Background. Renal disease is commonly described as a complication of metabolic syndrome (MetS) but some recent studies suggest that Chronic Kidney disease (CKD) may actually antecede MetS. Few studies have explored the predictive utility of co-clustering CKD with MetS for cardiovascular disease (CVD) mortality. Methods. Data from a nationally representative sample of United States adults (NHANES) was utilized. A sample of 13115 non-pregnant individuals aged ≥35 years, with available follow-up mortality assessment was selected. Multivariable Cox Proportional hazard regression analysis techniques explored the relationship between co-clustered CKD, MetS and CVD mortality. Bayesian analysis techniques tested the predictive accuracy for CVD Mortality of two models using co-clustered MetS and CKD and MetS alone. Results. Co-clustering early and late CKD respectively resulted in statistically significant higher hazard for CVD mortality (HR = 1.80, CI = 1.45–2.23, and HR = 3.23, CI = 2.56–3.70) when compared with individuals with no MetS and no CKD. A model with early CKD and MetS has a higher predictive accuracy (72.0% versus 67.6%), area under the ROC (0.74 versus 0.66), and Cohen's kappa (0.38 versus 0.21) than that with MetS alone. Conclusion. The study findings suggest that the co-clustering of early CKD with MetS increases the accuracy of risk prediction for CVD mortality.
PMCID: PMC2911619  PMID: 20700408
14.  Estimated GFR and Incident Cardiovascular Disease Events in American Indians: The Strong Heart Study 
In populations with high prevalence of diabetes and obesity, estimating glomerular filtration rate (GFR) by using the Chronic Kidney Disease Epidemiology Collaboration (CKD-EPI) equation may predict cardiovascular disease risk better than by using the Modification of Diet in Renal Disease (MDRD) Study equation.
Study design
Longitudinal cohort study comparing the association of GFR estimated using either the CKD-EPI or MDRD Study equations with incident cardiovascular disease outcomes.
Setting and participants
American Indians participating in the Strong Heart Study, a longitudinal population-based cohort with high prevalences of diabetes, cardiovascular disease, and CKD.
Predictor or factor
eGFR predicted using the CKD-EPI and MDRD Study equations.
Fatal and nonfatal cardiovascular events, consisting of coronary heart disease, stroke, and heart failure.
The association between eGFR and outcomes was explored in Cox proportional hazards models, adjusted for traditional risk factors and albuminuria; the net reclassification index and integrated discrimination improvement were determined for the CKD-EPI versus MDRD Study equations.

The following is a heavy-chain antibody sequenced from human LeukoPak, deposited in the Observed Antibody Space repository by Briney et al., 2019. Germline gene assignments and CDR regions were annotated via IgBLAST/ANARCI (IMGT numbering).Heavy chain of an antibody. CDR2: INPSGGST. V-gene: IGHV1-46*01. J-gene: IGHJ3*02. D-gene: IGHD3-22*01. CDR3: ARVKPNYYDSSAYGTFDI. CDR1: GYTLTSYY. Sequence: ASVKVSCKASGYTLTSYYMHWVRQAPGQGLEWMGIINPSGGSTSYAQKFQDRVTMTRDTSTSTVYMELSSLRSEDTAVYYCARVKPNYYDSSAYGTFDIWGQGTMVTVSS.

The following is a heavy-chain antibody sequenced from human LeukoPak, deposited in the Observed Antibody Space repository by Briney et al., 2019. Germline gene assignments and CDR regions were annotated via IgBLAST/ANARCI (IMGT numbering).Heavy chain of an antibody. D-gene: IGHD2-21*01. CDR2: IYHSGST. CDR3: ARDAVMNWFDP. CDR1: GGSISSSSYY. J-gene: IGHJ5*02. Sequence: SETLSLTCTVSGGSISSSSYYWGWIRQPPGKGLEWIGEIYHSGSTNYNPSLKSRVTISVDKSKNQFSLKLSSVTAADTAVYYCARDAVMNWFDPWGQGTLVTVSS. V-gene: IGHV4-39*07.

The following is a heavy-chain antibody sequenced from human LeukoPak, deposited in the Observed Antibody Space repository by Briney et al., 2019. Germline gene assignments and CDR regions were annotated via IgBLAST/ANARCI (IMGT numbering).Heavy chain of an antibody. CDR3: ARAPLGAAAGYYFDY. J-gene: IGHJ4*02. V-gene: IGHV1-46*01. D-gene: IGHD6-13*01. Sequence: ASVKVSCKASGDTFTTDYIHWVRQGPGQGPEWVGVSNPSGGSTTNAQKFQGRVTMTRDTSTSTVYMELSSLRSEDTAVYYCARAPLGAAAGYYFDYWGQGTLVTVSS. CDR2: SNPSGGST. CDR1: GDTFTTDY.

Among 4549 participants, diabetes was present in 45%, cardiovascular disease in 7%, and stage 3–5 CKD in 10%. Over a median of 15 years, there were 1280 cases of incident CVD, 929 of incident coronary heart disease, 305 of incident stroke, and 381 of incident heart failure. Reduced eGFR (<90 mL/min/1.73 m2) was associated with adverse events in most models. Compared with the MDRD Study equation, the CKD-EPI equation correctly reclassified 17.0% of 2,151 participants without incident CVD to a lower risk (higher eGFR) category and 1.3% (n=28) were incorrectly reclassified to a higher risk (lower eGFR) category.
Single measurements of eGFR and albuminuria at study visits.
Although eGFR based on either equation had similar associations with incident cardiovascular disease, coronary heart disease, stroke, and heart failure events, among those not having events, reclassification of participants to eGFR categories was superior using the CKD-EPI equation compared with the MDRD Study equation.
PMCID: PMC3473098  PMID: 22841159
cardiovascular disease risk; chronic kidney disease; estimated glomerular filtration rate; Strong Heart Study
15.  Association of Non-alcoholic Fatty Liver Disease with Chronic Kidney Disease: A Systematic Review and Meta-analysis 
PLoS Medicine  2014;11(7):e1001680.
In a systematic review and meta-analysis, Giovanni Musso and colleagues examine the association between non-alcoholic fatty liver disease and chronic kidney disease.
Please see later in the article for the Editors' Summary
Chronic kidney disease (CKD) is a frequent, under-recognized condition and a risk factor for renal failure and cardiovascular disease. Increasing evidence connects non-alcoholic fatty liver disease (NAFLD) to CKD. We conducted a meta-analysis to determine whether the presence and severity of NAFLD are associated with the presence and severity of CKD.